If there was a clock at this hostel, all you would hear in the rooms would be the ticking; such is the peace and quiet of this place, set in the entrance of a forest above the town of Tazawako. 4pm is as quiet as 4am at this hostel with rooms running in a plethora of directions like a ninja warren, so you can have a level of privacy that is not available in many city youth hostels.
From the rooms you can see the leaves sway in the breeze in the forest outside. You might imagine hearing the branches sway, but you actually can’t hear anything. The hostel is a good half an mile from the shores of Lake Tazawa (or Tazawako in Japanese), which during windy days can be more like the sea than a tranquil lake.
There are no lifts and no locks here, and the building looks like it was built before modern rules about railings on stairs and such. So if you are prone to falling down the stairs or struggle to lug a 20kg suitcase up three flights of stairs, you should ask for some assistance, or watch how the fit looking seventy year old grandparents do it.
It goes without saying that despite the age everything works and is super clean and tidy, like most accommodation in Japan. The age actually gives the place character, with the lower floors looking like an English Public School Hall, and the upper floors looking like some kind of converted farmhouse, with its raw unadorned concrete walls and wood paneling giving it a simplistic feel.
While the building is quite large, there aren’t so many guests, giving some sense of community. On the other hand the building is so spread out that you can quite easily find your own little corner without being bothered by anyone.
This hostel is run by a kindly young family and you may see the kids running around or the two fluffy cats outside. There isn’t much in terms of organized activities or get to know you parties, as many people come here with their family or small group, being a mainstay of Japanese families and university students. If you want more of a party scene where you can chat with lots of people from other countries, some of the Kyoto and Tokyo hostels can give you that. Here in the countryside there aren’t too many overseas guests. They are here of course, but the enormity of the surrounding mountains and fields swallows up the human presence pretty quickly.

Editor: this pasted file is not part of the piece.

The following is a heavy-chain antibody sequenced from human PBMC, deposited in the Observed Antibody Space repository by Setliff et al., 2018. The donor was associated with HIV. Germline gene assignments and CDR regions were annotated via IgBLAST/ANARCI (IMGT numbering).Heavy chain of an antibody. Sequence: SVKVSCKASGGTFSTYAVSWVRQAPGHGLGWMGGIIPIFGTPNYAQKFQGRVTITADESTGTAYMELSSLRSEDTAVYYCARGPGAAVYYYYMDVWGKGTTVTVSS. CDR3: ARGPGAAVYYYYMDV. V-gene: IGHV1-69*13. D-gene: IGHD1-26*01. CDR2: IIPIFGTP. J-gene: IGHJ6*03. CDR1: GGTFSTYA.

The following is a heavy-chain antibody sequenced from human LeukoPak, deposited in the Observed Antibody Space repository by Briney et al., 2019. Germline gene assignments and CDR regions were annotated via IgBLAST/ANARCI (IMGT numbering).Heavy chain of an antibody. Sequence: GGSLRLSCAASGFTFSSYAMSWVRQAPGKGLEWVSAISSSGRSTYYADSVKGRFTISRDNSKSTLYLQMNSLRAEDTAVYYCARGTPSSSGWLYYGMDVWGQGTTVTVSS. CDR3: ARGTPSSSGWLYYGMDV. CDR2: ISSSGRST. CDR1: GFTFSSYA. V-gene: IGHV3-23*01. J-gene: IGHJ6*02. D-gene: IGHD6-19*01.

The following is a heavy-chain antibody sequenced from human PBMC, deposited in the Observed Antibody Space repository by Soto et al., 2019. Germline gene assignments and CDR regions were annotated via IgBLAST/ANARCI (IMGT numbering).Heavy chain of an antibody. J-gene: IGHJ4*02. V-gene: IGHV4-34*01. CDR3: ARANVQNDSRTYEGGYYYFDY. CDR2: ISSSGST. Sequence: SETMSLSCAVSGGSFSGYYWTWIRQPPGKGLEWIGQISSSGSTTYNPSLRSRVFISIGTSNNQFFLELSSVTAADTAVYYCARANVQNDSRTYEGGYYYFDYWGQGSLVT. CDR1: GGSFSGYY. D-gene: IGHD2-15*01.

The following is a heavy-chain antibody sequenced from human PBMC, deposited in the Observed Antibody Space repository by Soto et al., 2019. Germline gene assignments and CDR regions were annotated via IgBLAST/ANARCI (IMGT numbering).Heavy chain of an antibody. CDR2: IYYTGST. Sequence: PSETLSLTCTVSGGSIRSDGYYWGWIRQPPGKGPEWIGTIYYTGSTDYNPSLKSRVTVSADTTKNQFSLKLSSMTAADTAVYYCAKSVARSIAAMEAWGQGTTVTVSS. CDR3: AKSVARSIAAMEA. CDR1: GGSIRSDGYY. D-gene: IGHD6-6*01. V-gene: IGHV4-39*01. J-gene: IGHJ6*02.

There is also a small library and lounge which is filled with old manga books so you can relax by the heater. In the summer, there are fans provided in each room, but people not used to the humidity of a Japanese summer’s night could struggle to sleep.
Check in is strictly from 3:30 pm to 8 pm but you can leave your luggage in the unattended and unlocked area. But here no one steals anything and kids can run around unsupervised, it is that kind of place. There are no locks on doors, even with the entrance, but is probably safer than many places in the city with locks.
In the lobby area the two story high ceilings, dark wood beams, the 1930’s style lights, as well as the slow piped piano music gives an impression of an old English manor, one that hasn’t changed for decades.
For a small fee (630 yen for breakfast, 1030 yen for dinner), you can have a generous meal served in the communal dining area. Separate tables are allocated for each room or floor and you may have the opportunity to eat home cooked dishes that are only available in a ryokan or guesthouse. You may notice a raw egg soaked in a soy broth. Don’t eat it straight, but mix it with the rice, which will slightly cook the egg, giving the rice a creamy rich texture.
If you want to eat outside, there is one restaurant in Tazawako serving dinner, the very capable Orae; about five minutes walk down to the lake and then another five minutes along the shore to the north. Most guests here and in the other accommodations take dinner at their ryokan or hostel, that is just how it is done here, so there isn’t much demand for outside dining, despite having a fantastic view of the lake. For lunch there are a bit more variety, especially near Shirahama and the boat pier bus stops.